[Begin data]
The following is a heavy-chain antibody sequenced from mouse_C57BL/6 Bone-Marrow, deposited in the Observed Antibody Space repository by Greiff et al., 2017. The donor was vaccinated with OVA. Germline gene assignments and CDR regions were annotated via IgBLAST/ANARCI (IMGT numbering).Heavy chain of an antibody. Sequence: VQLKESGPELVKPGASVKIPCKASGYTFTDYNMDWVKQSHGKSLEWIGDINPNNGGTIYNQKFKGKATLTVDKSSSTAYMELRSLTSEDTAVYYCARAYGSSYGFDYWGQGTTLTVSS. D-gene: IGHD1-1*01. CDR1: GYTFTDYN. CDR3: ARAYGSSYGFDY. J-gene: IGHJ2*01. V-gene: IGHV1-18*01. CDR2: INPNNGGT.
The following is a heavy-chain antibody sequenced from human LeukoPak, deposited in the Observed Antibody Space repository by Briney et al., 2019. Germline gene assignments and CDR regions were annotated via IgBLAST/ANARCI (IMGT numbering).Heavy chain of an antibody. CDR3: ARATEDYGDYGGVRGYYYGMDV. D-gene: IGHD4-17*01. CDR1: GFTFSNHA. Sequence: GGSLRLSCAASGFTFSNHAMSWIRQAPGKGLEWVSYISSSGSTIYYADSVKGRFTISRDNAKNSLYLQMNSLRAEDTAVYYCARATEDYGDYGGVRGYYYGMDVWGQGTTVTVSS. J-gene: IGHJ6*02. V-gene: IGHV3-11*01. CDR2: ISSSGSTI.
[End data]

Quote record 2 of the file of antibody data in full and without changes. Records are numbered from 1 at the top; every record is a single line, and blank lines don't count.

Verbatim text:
The following is a heavy-chain antibody sequenced from human LeukoPak, deposited in the Observed Antibody Space repository by Briney et al., 2019. Germline gene assignments and CDR regions were annotated via IgBLAST/ANARCI (IMGT numbering).Heavy chain of an antibody. CDR3: ARATEDYGDYGGVRGYYYGMDV. D-gene: IGHD4-17*01. CDR1: GFTFSNHA. Sequence: GGSLRLSCAASGFTFSNHAMSWIRQAPGKGLEWVSYISSSGSTIYYADSVKGRFTISRDNAKNSLYLQMNSLRAEDTAVYYCARATEDYGDYGGVRGYYYGMDVWGQGTTVTVSS. J-gene: IGHJ6*02. V-gene: IGHV3-11*01. CDR2: ISSSGSTI.